Under the terms of a proposed contract with Air Evac, one of two helicopter ambulance companies that serve Piedmont, the city would pay $29,148 each year to significantly reduce the cost of the service for people who live in the city’s limits. In a meeting Tuesday, council members did not vote on the proposal but said they would evaluate it.
“If we can afford it I think it would be a great service to provide for our community,” Mayor Bill Baker said. “They don’t have the money sometimes to handle an emergency situation.”
Air Evac representative Missy Welborn told the council members that for insured persons, the contract would completely eliminate the cost of air ambulance transportation, and it would reduce the cost of the service to less than $1,000 for people enrolled in Medicare.
Air ambulance companies typically charge between $20,000 and $25,000 for an emergency trip to a hospital, Welborn said. Health insurance companies pay a percentage of the cost, but the cost to a customer can still be thousands of dollars, she said.
Welborn said such plans are new, but cities and counties are entering into contracts like the one proposed for Piedmont. She added that no other Alabama cities are participating in a similar program with the company, but some in other Southern states are.
“Texas is covered in these plans,” Welborn said.
If the council approves the contract it will apply to those people living inside Piedmont’s city limits, according to Welborn. It will cover the cost of their rides to any local regional hospital, and if necessary, to a larger hospital that has the capacity to provide advanced trauma care.
Currently, two companies — Air Evac of Carrollton, Ga., and Life Saver of Gadsden — provide helicopter transportation for people from Piedmont to area hospitals. Last year, 19 people were taken out of the city on emergency helicopters.
Piedmont Rescue Squad Chief Phillip Winkles could not say how many of those rides were given by Air Evac and how many were given by Life Saver, but both companies would continue responding to emergencies in Piedmont, according to city officials.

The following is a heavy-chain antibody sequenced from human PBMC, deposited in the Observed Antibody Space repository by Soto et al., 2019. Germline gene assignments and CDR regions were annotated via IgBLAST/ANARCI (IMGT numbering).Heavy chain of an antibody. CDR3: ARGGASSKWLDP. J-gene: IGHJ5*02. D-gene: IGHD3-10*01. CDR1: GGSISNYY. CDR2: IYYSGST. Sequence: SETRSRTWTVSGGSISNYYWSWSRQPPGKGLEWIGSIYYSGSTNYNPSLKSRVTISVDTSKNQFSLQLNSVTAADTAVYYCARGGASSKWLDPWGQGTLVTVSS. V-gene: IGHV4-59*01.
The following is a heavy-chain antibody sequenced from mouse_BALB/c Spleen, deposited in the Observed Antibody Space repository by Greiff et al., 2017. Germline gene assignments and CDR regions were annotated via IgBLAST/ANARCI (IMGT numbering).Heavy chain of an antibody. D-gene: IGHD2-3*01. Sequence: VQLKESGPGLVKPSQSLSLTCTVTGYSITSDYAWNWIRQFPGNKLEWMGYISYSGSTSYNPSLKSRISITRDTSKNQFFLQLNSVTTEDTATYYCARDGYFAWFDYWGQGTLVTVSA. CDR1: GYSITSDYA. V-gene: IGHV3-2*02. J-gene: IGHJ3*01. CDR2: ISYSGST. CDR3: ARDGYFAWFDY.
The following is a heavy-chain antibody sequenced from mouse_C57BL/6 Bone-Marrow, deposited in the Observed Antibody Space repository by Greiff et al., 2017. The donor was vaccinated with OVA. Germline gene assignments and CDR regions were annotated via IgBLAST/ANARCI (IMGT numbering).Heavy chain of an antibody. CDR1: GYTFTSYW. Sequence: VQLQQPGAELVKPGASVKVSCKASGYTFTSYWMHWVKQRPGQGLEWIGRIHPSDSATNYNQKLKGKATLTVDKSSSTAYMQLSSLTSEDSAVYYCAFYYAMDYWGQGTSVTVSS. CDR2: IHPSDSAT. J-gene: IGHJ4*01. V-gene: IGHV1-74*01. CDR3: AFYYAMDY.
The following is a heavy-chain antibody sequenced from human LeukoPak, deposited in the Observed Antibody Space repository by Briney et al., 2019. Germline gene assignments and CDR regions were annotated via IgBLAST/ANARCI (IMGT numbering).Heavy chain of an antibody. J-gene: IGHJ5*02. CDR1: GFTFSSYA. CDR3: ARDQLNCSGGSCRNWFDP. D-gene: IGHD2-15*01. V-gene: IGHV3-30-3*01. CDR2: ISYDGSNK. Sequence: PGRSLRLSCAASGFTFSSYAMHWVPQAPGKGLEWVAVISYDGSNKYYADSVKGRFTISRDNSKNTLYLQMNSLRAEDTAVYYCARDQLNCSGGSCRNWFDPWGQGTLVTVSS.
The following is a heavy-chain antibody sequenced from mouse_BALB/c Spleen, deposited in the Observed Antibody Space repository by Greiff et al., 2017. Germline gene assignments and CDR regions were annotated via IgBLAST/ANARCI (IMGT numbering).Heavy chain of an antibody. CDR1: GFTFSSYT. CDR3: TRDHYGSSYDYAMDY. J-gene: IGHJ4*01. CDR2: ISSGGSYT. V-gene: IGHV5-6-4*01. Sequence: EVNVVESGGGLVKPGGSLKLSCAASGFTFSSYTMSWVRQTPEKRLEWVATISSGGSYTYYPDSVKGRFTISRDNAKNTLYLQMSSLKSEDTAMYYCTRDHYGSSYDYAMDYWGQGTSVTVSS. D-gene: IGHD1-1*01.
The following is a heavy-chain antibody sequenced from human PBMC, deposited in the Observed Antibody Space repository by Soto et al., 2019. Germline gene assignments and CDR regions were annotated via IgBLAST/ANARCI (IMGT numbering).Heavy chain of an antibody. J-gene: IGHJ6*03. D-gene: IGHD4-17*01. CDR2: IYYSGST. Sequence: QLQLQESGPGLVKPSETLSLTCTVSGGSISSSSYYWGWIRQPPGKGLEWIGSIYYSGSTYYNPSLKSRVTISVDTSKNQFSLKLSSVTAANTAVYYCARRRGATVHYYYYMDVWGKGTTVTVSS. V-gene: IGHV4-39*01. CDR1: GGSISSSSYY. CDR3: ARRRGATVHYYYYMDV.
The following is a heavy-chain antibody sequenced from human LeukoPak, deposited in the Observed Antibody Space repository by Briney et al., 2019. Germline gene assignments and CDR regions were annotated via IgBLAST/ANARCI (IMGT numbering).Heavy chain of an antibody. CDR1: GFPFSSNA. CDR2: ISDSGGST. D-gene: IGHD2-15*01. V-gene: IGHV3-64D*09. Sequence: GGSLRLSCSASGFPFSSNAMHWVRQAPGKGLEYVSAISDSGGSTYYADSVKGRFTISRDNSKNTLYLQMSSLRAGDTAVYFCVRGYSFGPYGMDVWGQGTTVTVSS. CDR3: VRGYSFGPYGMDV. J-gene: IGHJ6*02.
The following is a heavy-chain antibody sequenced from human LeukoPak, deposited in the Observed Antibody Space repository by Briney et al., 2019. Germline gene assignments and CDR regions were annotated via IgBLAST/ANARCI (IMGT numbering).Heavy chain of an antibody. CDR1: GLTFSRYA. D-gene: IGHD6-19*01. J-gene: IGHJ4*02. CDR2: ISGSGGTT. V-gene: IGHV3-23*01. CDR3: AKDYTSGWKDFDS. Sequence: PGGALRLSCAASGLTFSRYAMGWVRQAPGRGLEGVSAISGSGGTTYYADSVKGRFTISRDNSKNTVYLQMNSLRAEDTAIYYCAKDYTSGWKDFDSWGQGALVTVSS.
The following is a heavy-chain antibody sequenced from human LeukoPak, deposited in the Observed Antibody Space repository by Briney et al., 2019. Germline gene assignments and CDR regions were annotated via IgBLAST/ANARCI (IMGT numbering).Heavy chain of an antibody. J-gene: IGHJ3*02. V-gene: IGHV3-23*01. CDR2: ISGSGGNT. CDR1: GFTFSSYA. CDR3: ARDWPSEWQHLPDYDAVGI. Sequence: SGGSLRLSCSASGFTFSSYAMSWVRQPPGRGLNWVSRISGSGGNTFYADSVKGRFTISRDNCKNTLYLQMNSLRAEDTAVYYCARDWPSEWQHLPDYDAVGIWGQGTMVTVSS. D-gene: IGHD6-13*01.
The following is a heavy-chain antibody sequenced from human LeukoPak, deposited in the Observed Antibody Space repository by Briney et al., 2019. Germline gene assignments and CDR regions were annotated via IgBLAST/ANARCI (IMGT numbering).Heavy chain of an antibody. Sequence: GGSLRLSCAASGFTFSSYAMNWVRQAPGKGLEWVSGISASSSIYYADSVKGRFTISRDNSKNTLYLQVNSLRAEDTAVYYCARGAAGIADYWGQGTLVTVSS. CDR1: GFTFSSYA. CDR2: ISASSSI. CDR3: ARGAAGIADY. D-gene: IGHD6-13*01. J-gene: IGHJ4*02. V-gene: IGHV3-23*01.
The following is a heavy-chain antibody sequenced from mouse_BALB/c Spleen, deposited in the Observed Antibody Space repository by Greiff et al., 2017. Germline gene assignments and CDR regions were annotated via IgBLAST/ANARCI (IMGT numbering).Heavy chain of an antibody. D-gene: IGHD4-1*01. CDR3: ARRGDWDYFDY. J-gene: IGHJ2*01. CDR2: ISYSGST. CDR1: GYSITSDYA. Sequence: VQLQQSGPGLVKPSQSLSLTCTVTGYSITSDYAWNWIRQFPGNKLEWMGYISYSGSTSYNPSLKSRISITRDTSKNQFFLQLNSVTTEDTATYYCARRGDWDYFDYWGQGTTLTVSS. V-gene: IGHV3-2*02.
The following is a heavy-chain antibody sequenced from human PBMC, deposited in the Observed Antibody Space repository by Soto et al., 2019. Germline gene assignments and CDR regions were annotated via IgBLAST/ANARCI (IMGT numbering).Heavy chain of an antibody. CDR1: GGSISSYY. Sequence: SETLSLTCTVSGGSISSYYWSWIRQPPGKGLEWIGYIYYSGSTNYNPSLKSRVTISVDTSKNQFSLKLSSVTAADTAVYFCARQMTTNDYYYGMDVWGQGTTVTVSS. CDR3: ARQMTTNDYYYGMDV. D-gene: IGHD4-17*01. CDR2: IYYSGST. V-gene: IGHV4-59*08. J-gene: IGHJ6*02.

Air Evac, which has one helicopter stationed in Carrollton, would not be bound by the contract to respond to every Piedmont emergency, Welborn said. The contract would not bar Life Saver from responding to emergencies in Piedmont, it was said in the meeting.
The companies would be called to scenes depending upon availability.
“We would not be putting the other company out of service,” Welborn said, referring to Life Saver.
The flights significantly reduce the amount of time it takes to rush people to the hospital.
It takes a ground ambulance an hour and a half to get to Birmingham hospitals, but an air ambulance can make the trip in 20 to 30 minutes.
In other business, near the close of the meeting, Piedmont resident Kenneth McGatha told the council that raw sewage backs up into his yard from the city’s pipes when it rains. McGatha said a public health official was called to his home to measure the gasses emitted from the sewage and found they were five times higher than normal.
In a letter to the city that McGatha made available at the meeting, he stated the problem has persisted for several years. In the letter McGatha wrote that he has discussed the matter with several city representatives over the years and that nothing has been done to correct it.
City officials responded saying they wanted to help and noted that the infrastructure surrounding Alabama Street near McGatha’s home is in need of repair.
The City Council also:
— Approved employees’ holiday work schedules for 2014.
— Gave a utility superintendent permission to begin soliciting bids to replace one mile of gas lines and approved spending bond money to cover the cost of the project.
Staff writer Laura Gaddy: 256-235-3544. On Twitter @LGaddy_Star.